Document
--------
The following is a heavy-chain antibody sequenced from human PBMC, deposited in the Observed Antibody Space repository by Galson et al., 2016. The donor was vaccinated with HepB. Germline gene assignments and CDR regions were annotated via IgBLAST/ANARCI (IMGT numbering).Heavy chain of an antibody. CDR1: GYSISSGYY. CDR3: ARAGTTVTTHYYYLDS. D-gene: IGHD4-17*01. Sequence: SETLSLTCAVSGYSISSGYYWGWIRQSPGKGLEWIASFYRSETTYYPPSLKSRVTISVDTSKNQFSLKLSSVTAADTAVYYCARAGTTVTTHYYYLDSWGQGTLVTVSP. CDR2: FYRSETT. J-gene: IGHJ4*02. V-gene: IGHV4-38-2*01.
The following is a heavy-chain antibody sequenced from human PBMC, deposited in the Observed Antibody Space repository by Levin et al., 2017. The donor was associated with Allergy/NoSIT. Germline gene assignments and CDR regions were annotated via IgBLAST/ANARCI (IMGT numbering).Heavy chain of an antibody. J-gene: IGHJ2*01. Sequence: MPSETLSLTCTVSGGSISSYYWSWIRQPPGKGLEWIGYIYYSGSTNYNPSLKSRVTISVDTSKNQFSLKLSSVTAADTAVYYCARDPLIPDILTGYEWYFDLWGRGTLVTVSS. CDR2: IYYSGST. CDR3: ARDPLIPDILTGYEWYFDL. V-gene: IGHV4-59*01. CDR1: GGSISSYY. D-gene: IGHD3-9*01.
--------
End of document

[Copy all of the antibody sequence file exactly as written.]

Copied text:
The following is a heavy-chain antibody sequenced from human PBMC, deposited in the Observed Antibody Space repository by Galson et al., 2016. The donor was vaccinated with HepB. Germline gene assignments and CDR regions were annotated via IgBLAST/ANARCI (IMGT numbering).Heavy chain of an antibody. CDR1: GYSISSGYY. CDR3: ARAGTTVTTHYYYLDS. D-gene: IGHD4-17*01. Sequence: SETLSLTCAVSGYSISSGYYWGWIRQSPGKGLEWIASFYRSETTYYPPSLKSRVTISVDTSKNQFSLKLSSVTAADTAVYYCARAGTTVTTHYYYLDSWGQGTLVTVSP. CDR2: FYRSETT. J-gene: IGHJ4*02. V-gene: IGHV4-38-2*01.
The following is a heavy-chain antibody sequenced from human PBMC, deposited in the Observed Antibody Space repository by Levin et al., 2017. The donor was associated with Allergy/NoSIT. Germline gene assignments and CDR regions were annotated via IgBLAST/ANARCI (IMGT numbering).Heavy chain of an antibody. J-gene: IGHJ2*01. Sequence: MPSETLSLTCTVSGGSISSYYWSWIRQPPGKGLEWIGYIYYSGSTNYNPSLKSRVTISVDTSKNQFSLKLSSVTAADTAVYYCARDPLIPDILTGYEWYFDLWGRGTLVTVSS. CDR2: IYYSGST. CDR3: ARDPLIPDILTGYEWYFDL. V-gene: IGHV4-59*01. CDR1: GGSISSYY. D-gene: IGHD3-9*01.